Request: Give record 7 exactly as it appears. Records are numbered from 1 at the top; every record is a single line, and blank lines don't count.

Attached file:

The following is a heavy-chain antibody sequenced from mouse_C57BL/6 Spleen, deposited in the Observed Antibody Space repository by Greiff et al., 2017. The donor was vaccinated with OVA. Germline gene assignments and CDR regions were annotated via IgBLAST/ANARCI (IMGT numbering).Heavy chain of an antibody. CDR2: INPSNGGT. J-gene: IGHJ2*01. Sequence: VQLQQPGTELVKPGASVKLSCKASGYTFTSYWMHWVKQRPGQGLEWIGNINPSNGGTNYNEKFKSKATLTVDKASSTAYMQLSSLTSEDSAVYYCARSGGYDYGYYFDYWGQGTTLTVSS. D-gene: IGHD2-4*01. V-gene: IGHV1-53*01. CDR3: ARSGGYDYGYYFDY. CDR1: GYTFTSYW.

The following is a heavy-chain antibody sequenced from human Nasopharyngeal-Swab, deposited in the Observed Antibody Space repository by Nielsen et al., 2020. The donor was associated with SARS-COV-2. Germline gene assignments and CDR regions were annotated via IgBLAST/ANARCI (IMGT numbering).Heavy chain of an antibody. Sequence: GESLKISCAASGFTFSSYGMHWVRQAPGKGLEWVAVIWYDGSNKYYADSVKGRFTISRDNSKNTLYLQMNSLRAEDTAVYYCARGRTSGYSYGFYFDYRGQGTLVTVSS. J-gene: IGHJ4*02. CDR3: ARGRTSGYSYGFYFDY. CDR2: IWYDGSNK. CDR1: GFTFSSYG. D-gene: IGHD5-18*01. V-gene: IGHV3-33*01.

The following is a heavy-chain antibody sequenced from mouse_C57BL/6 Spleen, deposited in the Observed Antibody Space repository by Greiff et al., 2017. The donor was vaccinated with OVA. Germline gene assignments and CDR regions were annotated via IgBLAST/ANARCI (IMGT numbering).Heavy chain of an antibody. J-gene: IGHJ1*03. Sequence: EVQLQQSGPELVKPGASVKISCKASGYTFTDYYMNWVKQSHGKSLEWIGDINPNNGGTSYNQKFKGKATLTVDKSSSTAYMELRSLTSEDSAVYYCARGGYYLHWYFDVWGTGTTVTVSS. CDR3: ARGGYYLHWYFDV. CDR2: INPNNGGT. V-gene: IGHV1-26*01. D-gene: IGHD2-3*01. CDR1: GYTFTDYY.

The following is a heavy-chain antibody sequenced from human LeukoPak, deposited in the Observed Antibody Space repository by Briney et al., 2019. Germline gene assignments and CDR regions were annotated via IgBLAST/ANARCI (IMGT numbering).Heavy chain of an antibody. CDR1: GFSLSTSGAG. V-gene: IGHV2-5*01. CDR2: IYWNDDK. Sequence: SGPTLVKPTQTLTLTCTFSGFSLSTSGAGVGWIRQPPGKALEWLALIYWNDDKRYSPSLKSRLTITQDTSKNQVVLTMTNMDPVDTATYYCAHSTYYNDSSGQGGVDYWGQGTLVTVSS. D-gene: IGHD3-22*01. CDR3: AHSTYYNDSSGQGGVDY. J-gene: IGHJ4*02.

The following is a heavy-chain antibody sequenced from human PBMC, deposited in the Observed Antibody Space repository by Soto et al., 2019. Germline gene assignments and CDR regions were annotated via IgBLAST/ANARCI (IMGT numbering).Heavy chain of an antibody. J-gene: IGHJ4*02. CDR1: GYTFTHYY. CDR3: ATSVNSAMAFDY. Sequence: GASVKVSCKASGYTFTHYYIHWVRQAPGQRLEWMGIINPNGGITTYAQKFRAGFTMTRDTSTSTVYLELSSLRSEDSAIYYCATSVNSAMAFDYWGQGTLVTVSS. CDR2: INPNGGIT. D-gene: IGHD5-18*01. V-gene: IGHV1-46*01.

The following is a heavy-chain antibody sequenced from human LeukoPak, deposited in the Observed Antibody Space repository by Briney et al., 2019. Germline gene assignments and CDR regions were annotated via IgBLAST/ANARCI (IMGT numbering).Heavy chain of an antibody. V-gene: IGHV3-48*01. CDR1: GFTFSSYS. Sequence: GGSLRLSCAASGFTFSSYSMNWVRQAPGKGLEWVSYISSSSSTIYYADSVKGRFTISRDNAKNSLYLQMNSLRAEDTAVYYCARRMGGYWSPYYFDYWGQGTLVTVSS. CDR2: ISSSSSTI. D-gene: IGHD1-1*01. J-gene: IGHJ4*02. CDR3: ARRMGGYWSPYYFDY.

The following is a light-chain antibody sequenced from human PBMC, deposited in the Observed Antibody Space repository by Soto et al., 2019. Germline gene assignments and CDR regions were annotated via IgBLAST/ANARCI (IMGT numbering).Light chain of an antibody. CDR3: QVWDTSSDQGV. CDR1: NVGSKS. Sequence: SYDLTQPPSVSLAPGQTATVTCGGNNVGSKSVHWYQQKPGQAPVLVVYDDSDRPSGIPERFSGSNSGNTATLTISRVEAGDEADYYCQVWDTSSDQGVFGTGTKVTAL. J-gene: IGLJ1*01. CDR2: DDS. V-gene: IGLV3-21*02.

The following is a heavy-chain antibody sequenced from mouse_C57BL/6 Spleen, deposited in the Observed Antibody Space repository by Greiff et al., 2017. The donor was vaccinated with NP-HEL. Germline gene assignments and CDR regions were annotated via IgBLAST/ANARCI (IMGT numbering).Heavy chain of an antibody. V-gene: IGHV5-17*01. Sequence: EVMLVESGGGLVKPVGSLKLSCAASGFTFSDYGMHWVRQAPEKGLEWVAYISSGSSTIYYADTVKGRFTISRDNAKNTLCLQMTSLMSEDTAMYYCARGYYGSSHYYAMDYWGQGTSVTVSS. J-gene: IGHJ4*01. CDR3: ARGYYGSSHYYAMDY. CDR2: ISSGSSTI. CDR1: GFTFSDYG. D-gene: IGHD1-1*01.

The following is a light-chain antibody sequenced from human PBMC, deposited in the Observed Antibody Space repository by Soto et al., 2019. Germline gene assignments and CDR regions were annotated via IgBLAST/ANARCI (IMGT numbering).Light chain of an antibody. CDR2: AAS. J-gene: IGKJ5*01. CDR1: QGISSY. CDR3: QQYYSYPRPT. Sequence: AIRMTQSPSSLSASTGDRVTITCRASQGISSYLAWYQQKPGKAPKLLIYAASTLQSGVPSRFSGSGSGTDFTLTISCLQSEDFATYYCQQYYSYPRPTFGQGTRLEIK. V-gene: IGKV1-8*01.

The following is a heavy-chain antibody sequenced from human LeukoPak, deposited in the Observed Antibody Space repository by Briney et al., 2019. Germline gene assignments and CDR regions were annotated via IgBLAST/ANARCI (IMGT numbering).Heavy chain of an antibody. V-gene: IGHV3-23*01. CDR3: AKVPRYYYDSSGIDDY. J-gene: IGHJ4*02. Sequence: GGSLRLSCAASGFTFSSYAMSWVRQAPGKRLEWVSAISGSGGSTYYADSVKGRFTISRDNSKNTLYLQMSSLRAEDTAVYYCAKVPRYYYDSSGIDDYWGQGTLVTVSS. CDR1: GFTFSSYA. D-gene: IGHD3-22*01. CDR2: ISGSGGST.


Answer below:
The following is a light-chain antibody sequenced from human PBMC, deposited in the Observed Antibody Space repository by Soto et al., 2019. Germline gene assignments and CDR regions were annotated via IgBLAST/ANARCI (IMGT numbering).Light chain of an antibody. CDR3: QVWDTSSDQGV. CDR1: NVGSKS. Sequence: SYDLTQPPSVSLAPGQTATVTCGGNNVGSKSVHWYQQKPGQAPVLVVYDDSDRPSGIPERFSGSNSGNTATLTISRVEAGDEADYYCQVWDTSSDQGVFGTGTKVTAL. J-gene: IGLJ1*01. CDR2: DDS. V-gene: IGLV3-21*02.